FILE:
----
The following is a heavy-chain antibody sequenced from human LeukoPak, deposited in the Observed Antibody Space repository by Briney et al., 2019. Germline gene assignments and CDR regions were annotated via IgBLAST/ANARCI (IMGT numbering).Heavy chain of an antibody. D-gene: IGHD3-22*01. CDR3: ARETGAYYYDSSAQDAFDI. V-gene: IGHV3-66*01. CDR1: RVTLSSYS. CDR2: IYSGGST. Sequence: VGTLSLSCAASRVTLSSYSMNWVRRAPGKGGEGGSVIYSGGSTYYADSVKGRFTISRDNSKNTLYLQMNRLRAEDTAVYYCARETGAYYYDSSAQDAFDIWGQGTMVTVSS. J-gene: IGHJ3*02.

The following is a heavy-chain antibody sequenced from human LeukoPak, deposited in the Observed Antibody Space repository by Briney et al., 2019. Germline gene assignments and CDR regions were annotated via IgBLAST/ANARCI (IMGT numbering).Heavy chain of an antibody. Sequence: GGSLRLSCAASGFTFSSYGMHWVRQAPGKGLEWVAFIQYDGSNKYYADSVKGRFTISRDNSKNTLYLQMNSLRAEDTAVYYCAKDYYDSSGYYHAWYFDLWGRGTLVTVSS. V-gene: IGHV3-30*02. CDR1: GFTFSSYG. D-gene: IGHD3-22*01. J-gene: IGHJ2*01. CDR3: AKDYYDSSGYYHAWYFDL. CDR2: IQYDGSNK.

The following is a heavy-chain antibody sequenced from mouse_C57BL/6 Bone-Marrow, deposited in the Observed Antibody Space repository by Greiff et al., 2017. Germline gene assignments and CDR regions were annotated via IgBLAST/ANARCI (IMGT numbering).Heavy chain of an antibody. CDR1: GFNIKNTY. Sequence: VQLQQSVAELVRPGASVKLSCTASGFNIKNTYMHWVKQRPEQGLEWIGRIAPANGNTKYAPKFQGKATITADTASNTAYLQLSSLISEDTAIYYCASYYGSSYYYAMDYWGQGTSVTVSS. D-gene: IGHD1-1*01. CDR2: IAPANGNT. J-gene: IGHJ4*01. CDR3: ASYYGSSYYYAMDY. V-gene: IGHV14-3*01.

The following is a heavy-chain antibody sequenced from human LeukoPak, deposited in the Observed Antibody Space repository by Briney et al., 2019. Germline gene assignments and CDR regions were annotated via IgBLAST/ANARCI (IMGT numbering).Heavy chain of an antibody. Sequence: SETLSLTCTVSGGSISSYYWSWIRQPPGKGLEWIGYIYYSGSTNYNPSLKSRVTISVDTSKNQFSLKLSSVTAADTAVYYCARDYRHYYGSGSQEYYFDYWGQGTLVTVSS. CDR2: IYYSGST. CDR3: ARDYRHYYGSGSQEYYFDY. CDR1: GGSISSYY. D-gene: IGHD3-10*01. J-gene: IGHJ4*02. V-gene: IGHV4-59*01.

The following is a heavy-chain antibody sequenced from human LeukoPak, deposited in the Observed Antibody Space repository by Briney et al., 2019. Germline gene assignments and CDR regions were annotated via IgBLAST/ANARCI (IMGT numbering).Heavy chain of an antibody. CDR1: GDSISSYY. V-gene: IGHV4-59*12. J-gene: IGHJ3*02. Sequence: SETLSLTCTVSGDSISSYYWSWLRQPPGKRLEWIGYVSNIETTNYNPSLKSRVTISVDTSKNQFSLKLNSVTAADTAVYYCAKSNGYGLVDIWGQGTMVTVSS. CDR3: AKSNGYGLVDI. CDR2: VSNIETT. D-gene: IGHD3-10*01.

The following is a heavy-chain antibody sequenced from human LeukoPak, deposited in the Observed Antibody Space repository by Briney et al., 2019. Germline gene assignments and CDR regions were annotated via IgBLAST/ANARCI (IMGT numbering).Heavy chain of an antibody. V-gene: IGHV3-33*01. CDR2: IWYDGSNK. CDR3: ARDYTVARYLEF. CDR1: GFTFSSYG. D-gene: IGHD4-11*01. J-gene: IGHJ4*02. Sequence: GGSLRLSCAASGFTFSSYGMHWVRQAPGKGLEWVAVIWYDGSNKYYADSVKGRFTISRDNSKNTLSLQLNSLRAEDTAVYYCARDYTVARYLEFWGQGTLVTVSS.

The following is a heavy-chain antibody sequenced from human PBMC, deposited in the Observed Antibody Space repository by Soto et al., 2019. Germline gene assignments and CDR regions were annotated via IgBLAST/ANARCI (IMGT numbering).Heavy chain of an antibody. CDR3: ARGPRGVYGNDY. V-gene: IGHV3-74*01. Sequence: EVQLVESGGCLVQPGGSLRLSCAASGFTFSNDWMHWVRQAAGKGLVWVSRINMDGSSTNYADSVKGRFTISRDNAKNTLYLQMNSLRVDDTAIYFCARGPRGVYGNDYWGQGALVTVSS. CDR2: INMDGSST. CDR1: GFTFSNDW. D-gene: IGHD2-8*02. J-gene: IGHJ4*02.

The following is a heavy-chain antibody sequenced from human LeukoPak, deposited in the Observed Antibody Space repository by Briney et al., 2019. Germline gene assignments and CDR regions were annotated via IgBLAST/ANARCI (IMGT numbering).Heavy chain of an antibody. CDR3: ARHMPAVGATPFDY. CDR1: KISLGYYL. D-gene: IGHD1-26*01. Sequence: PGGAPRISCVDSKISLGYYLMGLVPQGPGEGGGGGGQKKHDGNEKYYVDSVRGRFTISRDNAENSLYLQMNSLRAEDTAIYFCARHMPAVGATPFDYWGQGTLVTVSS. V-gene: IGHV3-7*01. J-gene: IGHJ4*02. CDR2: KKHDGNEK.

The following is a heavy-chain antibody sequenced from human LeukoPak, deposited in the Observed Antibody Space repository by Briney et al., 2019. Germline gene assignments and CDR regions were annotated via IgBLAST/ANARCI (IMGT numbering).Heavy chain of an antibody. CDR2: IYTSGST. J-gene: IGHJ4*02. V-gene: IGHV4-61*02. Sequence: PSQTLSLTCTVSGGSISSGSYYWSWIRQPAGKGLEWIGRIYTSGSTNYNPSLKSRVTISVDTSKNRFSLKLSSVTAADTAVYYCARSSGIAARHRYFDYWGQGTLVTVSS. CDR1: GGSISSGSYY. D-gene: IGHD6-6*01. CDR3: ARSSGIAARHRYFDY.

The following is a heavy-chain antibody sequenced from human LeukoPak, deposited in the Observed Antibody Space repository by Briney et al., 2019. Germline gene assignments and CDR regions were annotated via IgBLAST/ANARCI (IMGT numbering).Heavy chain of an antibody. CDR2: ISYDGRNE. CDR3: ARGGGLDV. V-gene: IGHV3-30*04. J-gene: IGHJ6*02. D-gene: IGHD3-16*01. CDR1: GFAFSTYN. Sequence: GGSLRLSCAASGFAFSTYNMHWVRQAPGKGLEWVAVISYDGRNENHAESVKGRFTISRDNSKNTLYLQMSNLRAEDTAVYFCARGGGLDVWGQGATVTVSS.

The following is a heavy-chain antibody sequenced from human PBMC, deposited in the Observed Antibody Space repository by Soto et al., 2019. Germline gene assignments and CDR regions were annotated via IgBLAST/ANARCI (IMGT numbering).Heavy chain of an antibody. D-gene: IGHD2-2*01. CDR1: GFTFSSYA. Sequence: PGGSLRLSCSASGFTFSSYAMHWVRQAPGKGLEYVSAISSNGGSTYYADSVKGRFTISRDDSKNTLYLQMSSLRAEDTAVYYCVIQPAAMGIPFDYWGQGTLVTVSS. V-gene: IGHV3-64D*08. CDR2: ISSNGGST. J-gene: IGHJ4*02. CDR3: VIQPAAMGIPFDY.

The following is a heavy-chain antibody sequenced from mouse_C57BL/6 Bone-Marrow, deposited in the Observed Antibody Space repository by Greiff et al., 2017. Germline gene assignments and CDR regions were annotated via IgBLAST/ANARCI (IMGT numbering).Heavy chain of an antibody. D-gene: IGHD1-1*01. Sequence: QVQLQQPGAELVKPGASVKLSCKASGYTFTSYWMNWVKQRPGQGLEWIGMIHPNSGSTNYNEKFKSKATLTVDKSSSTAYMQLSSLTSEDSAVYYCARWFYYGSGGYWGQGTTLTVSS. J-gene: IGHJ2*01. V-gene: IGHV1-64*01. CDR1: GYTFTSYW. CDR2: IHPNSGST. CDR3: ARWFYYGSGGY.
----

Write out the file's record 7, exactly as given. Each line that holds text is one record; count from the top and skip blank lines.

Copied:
The following is a heavy-chain antibody sequenced from human PBMC, deposited in the Observed Antibody Space repository by Soto et al., 2019. Germline gene assignments and CDR regions were annotated via IgBLAST/ANARCI (IMGT numbering).Heavy chain of an antibody. CDR3: ARGPRGVYGNDY. V-gene: IGHV3-74*01. Sequence: EVQLVESGGCLVQPGGSLRLSCAASGFTFSNDWMHWVRQAAGKGLVWVSRINMDGSSTNYADSVKGRFTISRDNAKNTLYLQMNSLRVDDTAIYFCARGPRGVYGNDYWGQGALVTVSS. CDR2: INMDGSST. CDR1: GFTFSNDW. D-gene: IGHD2-8*02. J-gene: IGHJ4*02.